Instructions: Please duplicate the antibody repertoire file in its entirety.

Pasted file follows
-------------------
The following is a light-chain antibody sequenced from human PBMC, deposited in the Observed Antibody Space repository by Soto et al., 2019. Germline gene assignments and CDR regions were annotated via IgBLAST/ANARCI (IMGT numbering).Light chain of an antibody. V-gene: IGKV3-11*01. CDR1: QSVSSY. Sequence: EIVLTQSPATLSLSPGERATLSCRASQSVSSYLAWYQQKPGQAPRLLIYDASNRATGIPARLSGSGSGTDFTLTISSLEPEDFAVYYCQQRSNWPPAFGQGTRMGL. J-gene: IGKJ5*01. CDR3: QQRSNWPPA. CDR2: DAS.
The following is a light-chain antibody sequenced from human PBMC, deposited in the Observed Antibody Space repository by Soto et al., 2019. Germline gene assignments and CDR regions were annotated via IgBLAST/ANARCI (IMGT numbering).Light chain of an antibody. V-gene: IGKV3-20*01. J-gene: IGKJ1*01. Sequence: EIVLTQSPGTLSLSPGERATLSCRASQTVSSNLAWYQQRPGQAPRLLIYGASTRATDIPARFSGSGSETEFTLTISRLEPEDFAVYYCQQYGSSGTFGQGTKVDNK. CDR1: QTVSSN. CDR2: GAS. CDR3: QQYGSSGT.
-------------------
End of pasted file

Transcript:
The following is a light-chain antibody sequenced from human PBMC, deposited in the Observed Antibody Space repository by Soto et al., 2019. Germline gene assignments and CDR regions were annotated via IgBLAST/ANARCI (IMGT numbering).Light chain of an antibody. V-gene: IGKV3-11*01. CDR1: QSVSSY. Sequence: EIVLTQSPATLSLSPGERATLSCRASQSVSSYLAWYQQKPGQAPRLLIYDASNRATGIPARLSGSGSGTDFTLTISSLEPEDFAVYYCQQRSNWPPAFGQGTRMGL. J-gene: IGKJ5*01. CDR3: QQRSNWPPA. CDR2: DAS.
The following is a light-chain antibody sequenced from human PBMC, deposited in the Observed Antibody Space repository by Soto et al., 2019. Germline gene assignments and CDR regions were annotated via IgBLAST/ANARCI (IMGT numbering).Light chain of an antibody. V-gene: IGKV3-20*01. J-gene: IGKJ1*01. Sequence: EIVLTQSPGTLSLSPGERATLSCRASQTVSSNLAWYQQRPGQAPRLLIYGASTRATDIPARFSGSGSETEFTLTISRLEPEDFAVYYCQQYGSSGTFGQGTKVDNK. CDR1: QTVSSN. CDR2: GAS. CDR3: QQYGSSGT.